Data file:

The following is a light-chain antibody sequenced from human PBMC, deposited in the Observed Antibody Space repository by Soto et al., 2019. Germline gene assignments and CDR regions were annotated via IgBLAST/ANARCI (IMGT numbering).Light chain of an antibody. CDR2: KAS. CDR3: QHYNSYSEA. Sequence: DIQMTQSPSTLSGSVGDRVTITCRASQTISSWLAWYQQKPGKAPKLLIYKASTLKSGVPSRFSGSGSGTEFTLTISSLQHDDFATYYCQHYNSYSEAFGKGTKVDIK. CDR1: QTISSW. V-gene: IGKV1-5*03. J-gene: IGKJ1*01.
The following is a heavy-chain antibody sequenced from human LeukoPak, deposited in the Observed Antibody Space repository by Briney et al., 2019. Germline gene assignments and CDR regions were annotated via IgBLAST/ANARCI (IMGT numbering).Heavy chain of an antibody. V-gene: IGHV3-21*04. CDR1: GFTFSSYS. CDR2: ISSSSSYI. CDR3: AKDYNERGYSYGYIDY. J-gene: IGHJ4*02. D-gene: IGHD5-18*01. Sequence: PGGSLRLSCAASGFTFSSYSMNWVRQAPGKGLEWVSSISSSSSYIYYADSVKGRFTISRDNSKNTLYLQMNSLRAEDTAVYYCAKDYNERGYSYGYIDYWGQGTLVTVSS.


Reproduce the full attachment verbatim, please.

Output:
The following is a light-chain antibody sequenced from human PBMC, deposited in the Observed Antibody Space repository by Soto et al., 2019. Germline gene assignments and CDR regions were annotated via IgBLAST/ANARCI (IMGT numbering).Light chain of an antibody. CDR2: KAS. CDR3: QHYNSYSEA. Sequence: DIQMTQSPSTLSGSVGDRVTITCRASQTISSWLAWYQQKPGKAPKLLIYKASTLKSGVPSRFSGSGSGTEFTLTISSLQHDDFATYYCQHYNSYSEAFGKGTKVDIK. CDR1: QTISSW. V-gene: IGKV1-5*03. J-gene: IGKJ1*01.
The following is a heavy-chain antibody sequenced from human LeukoPak, deposited in the Observed Antibody Space repository by Briney et al., 2019. Germline gene assignments and CDR regions were annotated via IgBLAST/ANARCI (IMGT numbering).Heavy chain of an antibody. V-gene: IGHV3-21*04. CDR1: GFTFSSYS. CDR2: ISSSSSYI. CDR3: AKDYNERGYSYGYIDY. J-gene: IGHJ4*02. D-gene: IGHD5-18*01. Sequence: PGGSLRLSCAASGFTFSSYSMNWVRQAPGKGLEWVSSISSSSSYIYYADSVKGRFTISRDNSKNTLYLQMNSLRAEDTAVYYCAKDYNERGYSYGYIDYWGQGTLVTVSS.